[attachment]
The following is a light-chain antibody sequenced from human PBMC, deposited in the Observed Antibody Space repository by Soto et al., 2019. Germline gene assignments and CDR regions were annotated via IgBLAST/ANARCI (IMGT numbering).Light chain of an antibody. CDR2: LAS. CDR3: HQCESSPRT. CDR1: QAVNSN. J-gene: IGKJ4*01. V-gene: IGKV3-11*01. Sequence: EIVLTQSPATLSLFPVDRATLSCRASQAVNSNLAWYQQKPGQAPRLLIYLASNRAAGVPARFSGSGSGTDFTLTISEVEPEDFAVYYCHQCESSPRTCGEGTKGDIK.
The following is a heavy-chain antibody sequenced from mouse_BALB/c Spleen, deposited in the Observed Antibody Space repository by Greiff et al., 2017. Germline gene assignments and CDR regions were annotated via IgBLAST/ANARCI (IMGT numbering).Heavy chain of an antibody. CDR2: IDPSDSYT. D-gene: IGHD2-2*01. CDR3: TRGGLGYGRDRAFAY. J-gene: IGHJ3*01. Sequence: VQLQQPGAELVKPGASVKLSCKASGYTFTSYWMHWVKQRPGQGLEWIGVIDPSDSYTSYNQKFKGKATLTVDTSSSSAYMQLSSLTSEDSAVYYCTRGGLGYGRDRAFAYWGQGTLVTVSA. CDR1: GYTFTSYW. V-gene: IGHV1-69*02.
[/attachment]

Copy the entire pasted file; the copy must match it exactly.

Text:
The following is a light-chain antibody sequenced from human PBMC, deposited in the Observed Antibody Space repository by Soto et al., 2019. Germline gene assignments and CDR regions were annotated via IgBLAST/ANARCI (IMGT numbering).Light chain of an antibody. CDR2: LAS. CDR3: HQCESSPRT. CDR1: QAVNSN. J-gene: IGKJ4*01. V-gene: IGKV3-11*01. Sequence: EIVLTQSPATLSLFPVDRATLSCRASQAVNSNLAWYQQKPGQAPRLLIYLASNRAAGVPARFSGSGSGTDFTLTISEVEPEDFAVYYCHQCESSPRTCGEGTKGDIK.
The following is a heavy-chain antibody sequenced from mouse_BALB/c Spleen, deposited in the Observed Antibody Space repository by Greiff et al., 2017. Germline gene assignments and CDR regions were annotated via IgBLAST/ANARCI (IMGT numbering).Heavy chain of an antibody. CDR2: IDPSDSYT. D-gene: IGHD2-2*01. CDR3: TRGGLGYGRDRAFAY. J-gene: IGHJ3*01. Sequence: VQLQQPGAELVKPGASVKLSCKASGYTFTSYWMHWVKQRPGQGLEWIGVIDPSDSYTSYNQKFKGKATLTVDTSSSSAYMQLSSLTSEDSAVYYCTRGGLGYGRDRAFAYWGQGTLVTVSA. CDR1: GYTFTSYW. V-gene: IGHV1-69*02.